Thursday, 8 November 2012

The silence.




So today's the day.

It's been one of the worst weeks of my life as a mother and carer. Phil has been here thankfully and  battling flu, which he was also doing last December when my mum died. Weird the coincidences in life.

On Tuesday the day before the US election,  we packed up Emily's things in preparation for her move to her new residential school.

If you've ever had to let someone go you'll understand what we were experiencing, if you have ever had to let your learning disabled child go, you'll know.

The news is full of stories of abuse. It needs to be because there are historical and contemporary atrocities committed in secret and silence that demand exposure. There are vulnerable, voiceless people ignored and treated as toys of torture.

There are many more stories, equally secret, of carers and care staff who are dedicated, compassionate and full of integrity. 

I always highlight them, and promote them along with those of fierce disabled advocates and activists trying to make the world a better place. We live in an age of bullying and of gossip, of bitching and discrediting, we don't need anymore of that. It leads to online paranoia and impotent rage fuelled attacks  on the wrong "enemy".

I'm fortunate to have had the chance of caring for my girls and my mum. Those who no nothing of disability or chronic illness are rare. Those who understand are valuable beyond measure to me. Mum died last December from Alzheimer's and I've never needed her or missed her more than this week. The people who have made that easier are precious to me beyond words.

Friendship is a difficult balance anyway. But being a carer is a uniquely isolating role. Online connections are crucial because, as with this week I've been able to dip in and out. I've been able to distract myself then go back to the task in hand.

Tuesday was particularly hard, as we packed up then transported Emmy's things. But the room was beautiful and cosy and had been painted and shelves built for all her many, many DVD's. It was a very tough day.

Afterwards I was able to find clips and links online, which made me smile and temporaril took me out of the depths of the sadness which sits beside me everyday at the moment. In the last 6 weeks since Emmy accessed emergency respite the "norms" of life like eating and sleeping have been in a fluid state.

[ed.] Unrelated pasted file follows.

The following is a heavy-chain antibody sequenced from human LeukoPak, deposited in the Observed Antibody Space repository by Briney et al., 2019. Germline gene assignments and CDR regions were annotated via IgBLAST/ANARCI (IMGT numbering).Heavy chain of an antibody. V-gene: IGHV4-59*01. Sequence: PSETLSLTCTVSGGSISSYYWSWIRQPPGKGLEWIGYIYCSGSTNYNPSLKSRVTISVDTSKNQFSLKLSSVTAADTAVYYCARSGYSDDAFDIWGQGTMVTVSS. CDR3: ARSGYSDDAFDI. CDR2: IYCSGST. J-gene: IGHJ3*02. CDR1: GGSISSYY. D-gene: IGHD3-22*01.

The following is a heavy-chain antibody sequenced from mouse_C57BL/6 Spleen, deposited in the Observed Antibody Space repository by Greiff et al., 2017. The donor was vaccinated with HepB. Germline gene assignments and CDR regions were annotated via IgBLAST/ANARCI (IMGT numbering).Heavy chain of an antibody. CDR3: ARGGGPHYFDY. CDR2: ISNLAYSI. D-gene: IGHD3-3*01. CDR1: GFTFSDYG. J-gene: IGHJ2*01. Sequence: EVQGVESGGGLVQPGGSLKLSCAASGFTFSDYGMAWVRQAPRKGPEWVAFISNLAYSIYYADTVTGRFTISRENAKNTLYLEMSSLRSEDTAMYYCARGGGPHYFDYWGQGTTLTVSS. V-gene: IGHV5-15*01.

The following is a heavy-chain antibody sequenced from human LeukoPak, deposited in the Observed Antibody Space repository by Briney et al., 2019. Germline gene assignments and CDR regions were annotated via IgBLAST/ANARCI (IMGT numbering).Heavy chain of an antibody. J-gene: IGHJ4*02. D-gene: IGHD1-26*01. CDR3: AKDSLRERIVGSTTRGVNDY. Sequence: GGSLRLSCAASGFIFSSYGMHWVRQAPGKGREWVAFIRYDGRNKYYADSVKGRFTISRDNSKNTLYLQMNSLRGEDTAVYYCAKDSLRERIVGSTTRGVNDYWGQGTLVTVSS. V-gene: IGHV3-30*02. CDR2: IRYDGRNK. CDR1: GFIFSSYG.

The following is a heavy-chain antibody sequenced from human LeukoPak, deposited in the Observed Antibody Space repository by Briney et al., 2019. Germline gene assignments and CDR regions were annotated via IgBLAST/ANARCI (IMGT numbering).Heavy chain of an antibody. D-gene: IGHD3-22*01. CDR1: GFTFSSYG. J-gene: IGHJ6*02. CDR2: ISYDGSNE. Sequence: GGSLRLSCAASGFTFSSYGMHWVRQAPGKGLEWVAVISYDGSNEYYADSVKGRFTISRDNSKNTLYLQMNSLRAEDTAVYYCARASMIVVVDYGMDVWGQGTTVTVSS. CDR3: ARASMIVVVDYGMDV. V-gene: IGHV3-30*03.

Aside from 'repetitive strain injury of the tearducts', I'm trying to keep everything together for Phil and Lizzy and to ensure that the most important transition of Emmy's life goes well.  

Here in this blog is a place for me to put down what I'm feeling with the recognition that much of it as always, remains untold.

It's a difficult balancing act trying to let other carers know they are not alone, which is often the case, and protecting the privacy of everyone involved.




All I know is that being heartbroken doesn't always transfer articulately. Like any grief it forms a scar which is permanent and which seems to the outside to have healed. I always thing of carers as icebergs. Only one tenth of what we feel is visible. The rest is hidden because it has to be.

Carers aren't valued, sadly. They are needed by the government and society and they are warily pitied at best, but they're not valued. When you live this you understand. 

Working 24 hours a day for love is just expected.

Emmy begins her new chapter of life today. A protected independence which she needs and which will bring her the life skills for her future. We fought so hard to get her in and we are so lucky that this wonderful school is on our doorstep. Not every disabled person can achieve independence. Not every disabled person can access mainstream education.